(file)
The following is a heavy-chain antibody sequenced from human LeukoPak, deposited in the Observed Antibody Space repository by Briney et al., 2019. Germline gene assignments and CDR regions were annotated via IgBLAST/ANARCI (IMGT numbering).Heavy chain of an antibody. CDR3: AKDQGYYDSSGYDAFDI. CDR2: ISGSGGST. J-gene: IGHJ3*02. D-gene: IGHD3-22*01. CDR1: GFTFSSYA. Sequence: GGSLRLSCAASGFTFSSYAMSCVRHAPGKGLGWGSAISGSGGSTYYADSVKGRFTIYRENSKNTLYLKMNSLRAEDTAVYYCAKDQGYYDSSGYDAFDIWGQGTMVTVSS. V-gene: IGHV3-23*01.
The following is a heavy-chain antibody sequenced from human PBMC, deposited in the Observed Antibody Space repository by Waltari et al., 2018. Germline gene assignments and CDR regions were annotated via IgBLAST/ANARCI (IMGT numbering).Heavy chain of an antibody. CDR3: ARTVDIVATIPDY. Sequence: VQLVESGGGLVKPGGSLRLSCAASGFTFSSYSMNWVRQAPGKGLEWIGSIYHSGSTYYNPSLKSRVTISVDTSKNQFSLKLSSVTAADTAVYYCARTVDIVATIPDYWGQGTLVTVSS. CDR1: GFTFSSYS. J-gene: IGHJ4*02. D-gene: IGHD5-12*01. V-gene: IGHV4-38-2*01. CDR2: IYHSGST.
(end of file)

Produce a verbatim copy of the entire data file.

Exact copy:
The following is a heavy-chain antibody sequenced from human LeukoPak, deposited in the Observed Antibody Space repository by Briney et al., 2019. Germline gene assignments and CDR regions were annotated via IgBLAST/ANARCI (IMGT numbering).Heavy chain of an antibody. CDR3: AKDQGYYDSSGYDAFDI. CDR2: ISGSGGST. J-gene: IGHJ3*02. D-gene: IGHD3-22*01. CDR1: GFTFSSYA. Sequence: GGSLRLSCAASGFTFSSYAMSCVRHAPGKGLGWGSAISGSGGSTYYADSVKGRFTIYRENSKNTLYLKMNSLRAEDTAVYYCAKDQGYYDSSGYDAFDIWGQGTMVTVSS. V-gene: IGHV3-23*01.
The following is a heavy-chain antibody sequenced from human PBMC, deposited in the Observed Antibody Space repository by Waltari et al., 2018. Germline gene assignments and CDR regions were annotated via IgBLAST/ANARCI (IMGT numbering).Heavy chain of an antibody. CDR3: ARTVDIVATIPDY. Sequence: VQLVESGGGLVKPGGSLRLSCAASGFTFSSYSMNWVRQAPGKGLEWIGSIYHSGSTYYNPSLKSRVTISVDTSKNQFSLKLSSVTAADTAVYYCARTVDIVATIPDYWGQGTLVTVSS. CDR1: GFTFSSYS. J-gene: IGHJ4*02. D-gene: IGHD5-12*01. V-gene: IGHV4-38-2*01. CDR2: IYHSGST.